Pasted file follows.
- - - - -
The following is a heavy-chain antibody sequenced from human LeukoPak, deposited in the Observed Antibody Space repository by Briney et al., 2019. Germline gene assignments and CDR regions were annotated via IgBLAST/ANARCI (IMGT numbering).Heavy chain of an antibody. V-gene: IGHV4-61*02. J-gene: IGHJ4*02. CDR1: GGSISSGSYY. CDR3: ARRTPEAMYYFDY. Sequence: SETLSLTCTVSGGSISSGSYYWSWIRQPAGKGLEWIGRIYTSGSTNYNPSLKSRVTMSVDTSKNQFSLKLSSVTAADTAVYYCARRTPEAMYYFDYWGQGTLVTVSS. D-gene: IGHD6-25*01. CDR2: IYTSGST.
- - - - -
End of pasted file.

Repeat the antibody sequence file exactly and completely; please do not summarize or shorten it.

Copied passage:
The following is a heavy-chain antibody sequenced from human LeukoPak, deposited in the Observed Antibody Space repository by Briney et al., 2019. Germline gene assignments and CDR regions were annotated via IgBLAST/ANARCI (IMGT numbering).Heavy chain of an antibody. V-gene: IGHV4-61*02. J-gene: IGHJ4*02. CDR1: GGSISSGSYY. CDR3: ARRTPEAMYYFDY. Sequence: SETLSLTCTVSGGSISSGSYYWSWIRQPAGKGLEWIGRIYTSGSTNYNPSLKSRVTMSVDTSKNQFSLKLSSVTAADTAVYYCARRTPEAMYYFDYWGQGTLVTVSS. D-gene: IGHD6-25*01. CDR2: IYTSGST.